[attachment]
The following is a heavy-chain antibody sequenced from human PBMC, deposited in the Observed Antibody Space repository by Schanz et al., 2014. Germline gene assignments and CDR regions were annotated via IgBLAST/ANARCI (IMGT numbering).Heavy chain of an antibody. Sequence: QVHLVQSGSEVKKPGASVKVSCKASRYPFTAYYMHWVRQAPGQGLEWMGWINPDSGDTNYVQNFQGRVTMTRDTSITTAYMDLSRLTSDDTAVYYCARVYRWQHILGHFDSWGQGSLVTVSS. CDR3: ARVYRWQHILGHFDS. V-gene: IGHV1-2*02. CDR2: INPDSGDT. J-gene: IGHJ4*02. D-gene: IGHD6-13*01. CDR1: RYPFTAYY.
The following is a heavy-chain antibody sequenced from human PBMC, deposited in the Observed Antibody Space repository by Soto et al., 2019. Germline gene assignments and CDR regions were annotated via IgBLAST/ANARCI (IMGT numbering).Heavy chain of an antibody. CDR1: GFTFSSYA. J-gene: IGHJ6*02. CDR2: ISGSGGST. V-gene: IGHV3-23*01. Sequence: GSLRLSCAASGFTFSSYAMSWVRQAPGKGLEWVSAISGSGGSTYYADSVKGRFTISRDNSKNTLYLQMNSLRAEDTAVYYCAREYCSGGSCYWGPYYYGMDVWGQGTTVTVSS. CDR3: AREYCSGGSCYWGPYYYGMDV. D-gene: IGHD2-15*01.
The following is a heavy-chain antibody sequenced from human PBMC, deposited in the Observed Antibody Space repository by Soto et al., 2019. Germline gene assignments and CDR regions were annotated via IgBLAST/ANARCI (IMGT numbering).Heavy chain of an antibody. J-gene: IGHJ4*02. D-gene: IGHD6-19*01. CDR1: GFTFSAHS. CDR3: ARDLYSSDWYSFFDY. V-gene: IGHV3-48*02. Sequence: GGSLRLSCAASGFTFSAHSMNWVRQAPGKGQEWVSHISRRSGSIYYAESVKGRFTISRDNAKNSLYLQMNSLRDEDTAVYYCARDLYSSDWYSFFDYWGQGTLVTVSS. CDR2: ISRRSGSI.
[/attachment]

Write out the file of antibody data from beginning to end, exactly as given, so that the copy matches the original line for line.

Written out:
The following is a heavy-chain antibody sequenced from human PBMC, deposited in the Observed Antibody Space repository by Schanz et al., 2014. Germline gene assignments and CDR regions were annotated via IgBLAST/ANARCI (IMGT numbering).Heavy chain of an antibody. Sequence: QVHLVQSGSEVKKPGASVKVSCKASRYPFTAYYMHWVRQAPGQGLEWMGWINPDSGDTNYVQNFQGRVTMTRDTSITTAYMDLSRLTSDDTAVYYCARVYRWQHILGHFDSWGQGSLVTVSS. CDR3: ARVYRWQHILGHFDS. V-gene: IGHV1-2*02. CDR2: INPDSGDT. J-gene: IGHJ4*02. D-gene: IGHD6-13*01. CDR1: RYPFTAYY.
The following is a heavy-chain antibody sequenced from human PBMC, deposited in the Observed Antibody Space repository by Soto et al., 2019. Germline gene assignments and CDR regions were annotated via IgBLAST/ANARCI (IMGT numbering).Heavy chain of an antibody. CDR1: GFTFSSYA. J-gene: IGHJ6*02. CDR2: ISGSGGST. V-gene: IGHV3-23*01. Sequence: GSLRLSCAASGFTFSSYAMSWVRQAPGKGLEWVSAISGSGGSTYYADSVKGRFTISRDNSKNTLYLQMNSLRAEDTAVYYCAREYCSGGSCYWGPYYYGMDVWGQGTTVTVSS. CDR3: AREYCSGGSCYWGPYYYGMDV. D-gene: IGHD2-15*01.
The following is a heavy-chain antibody sequenced from human PBMC, deposited in the Observed Antibody Space repository by Soto et al., 2019. Germline gene assignments and CDR regions were annotated via IgBLAST/ANARCI (IMGT numbering).Heavy chain of an antibody. J-gene: IGHJ4*02. D-gene: IGHD6-19*01. CDR1: GFTFSAHS. CDR3: ARDLYSSDWYSFFDY. V-gene: IGHV3-48*02. Sequence: GGSLRLSCAASGFTFSAHSMNWVRQAPGKGQEWVSHISRRSGSIYYAESVKGRFTISRDNAKNSLYLQMNSLRDEDTAVYYCARDLYSSDWYSFFDYWGQGTLVTVSS. CDR2: ISRRSGSI.